Apple (NASDAQ: AAPL)'s new store in Dubai is one of the first of a complete retail overhaul — one that will make the tech giant the new Starbucks (NASDAQ: SBUX), Angela Ahrendts, Apple's senior vice president of retail, told "CBS This Morning" on Tuesday.
The new store format will have spaces for classes and meetings, new screens and hardware, and "Genius groves," a tree-lined area where the " Genuis Bar" once was. In addition to traditional IT services, creative professionals like photographers will also be on-site, Ahrendts said.
It comes as Apple's services business — including the app store, Apple Music and Apple Care — have become a faster-growing source of money than the flagship iPhone.
Ahrendts said that critics of CEO Tim Cook who fixate on whether iPhone sales are slowing
"probably don't really know the company that well."
"Tim talks a lot on the earnings calls about the services business, and how rapidly that's growing," Ahrendts said. "And that's the part we haven't been able to unlock in store yet."
The new educational programming at the stores will be called "Today at Apple," and is designed to put Apple Stores on the map as a meeting place for the next generation, akin to the coffee shops that have become de facto offices for many of today's creative professionals, Ahrendts said. While the idea of hanging out in a store may seem like supercharged capitalism, Ahrendts said Apple has always bridged the gap between selling products and creating communities.
"I think we've always been this energy hub, if you will," Ahrendts said. "We are just empowering teams to take it further."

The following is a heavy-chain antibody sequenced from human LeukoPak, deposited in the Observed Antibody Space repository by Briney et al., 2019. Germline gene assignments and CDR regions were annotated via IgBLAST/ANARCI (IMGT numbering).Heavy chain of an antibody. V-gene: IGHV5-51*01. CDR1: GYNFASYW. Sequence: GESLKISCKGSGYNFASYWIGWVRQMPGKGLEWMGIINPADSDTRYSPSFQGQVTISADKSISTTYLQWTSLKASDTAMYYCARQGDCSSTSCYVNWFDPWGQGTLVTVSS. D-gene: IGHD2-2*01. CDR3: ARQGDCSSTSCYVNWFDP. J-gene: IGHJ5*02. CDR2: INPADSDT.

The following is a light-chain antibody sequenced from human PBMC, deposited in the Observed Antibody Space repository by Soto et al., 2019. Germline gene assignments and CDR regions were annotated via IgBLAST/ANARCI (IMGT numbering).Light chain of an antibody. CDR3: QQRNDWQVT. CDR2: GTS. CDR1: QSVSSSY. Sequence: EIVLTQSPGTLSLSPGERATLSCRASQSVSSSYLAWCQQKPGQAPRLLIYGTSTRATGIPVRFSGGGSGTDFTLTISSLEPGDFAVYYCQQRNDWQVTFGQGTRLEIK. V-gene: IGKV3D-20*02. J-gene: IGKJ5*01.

"Today at Apple" will launch worldwide in May, with sessions in every store.
Some stores, like the iconic "glass cube" location on Fifth Avenue in New York City, are set to make renovations that are by now well-documented. But others may change overnight, CBS said, a transformation Ahrendts compared with the leap between the iPod Nano and the iPhone 6.
"The way we talk about it inside, is this is the largest product that Apple produces," Ahrendts said.
Late co-founder Steve Jobs, who closely supervised the original Apple Store design, still has an influence in the new vision, Ahrendts said.
"I think that anything you do at Apple you feel a tremendous onus. You want to carry on the legacy of what it meant ... the main objective. Our soul is our people, and our job is to enrich their lives — to change the world," she said.
Ahrendts, who joined Apple in 2014 after serving as CEO of Burberry, said that while she told Cook she's "not a techie," she thinks that she was chosen for the post thanks to her leadership skills.
"My dad used to say, 'I can teach you anything, but I can't teach you to feel and to care,'" Ahrendts said. "There's 7 billion people, it's not about you. ... When they open up and you're both open, you can dream and come up with incredible things together."
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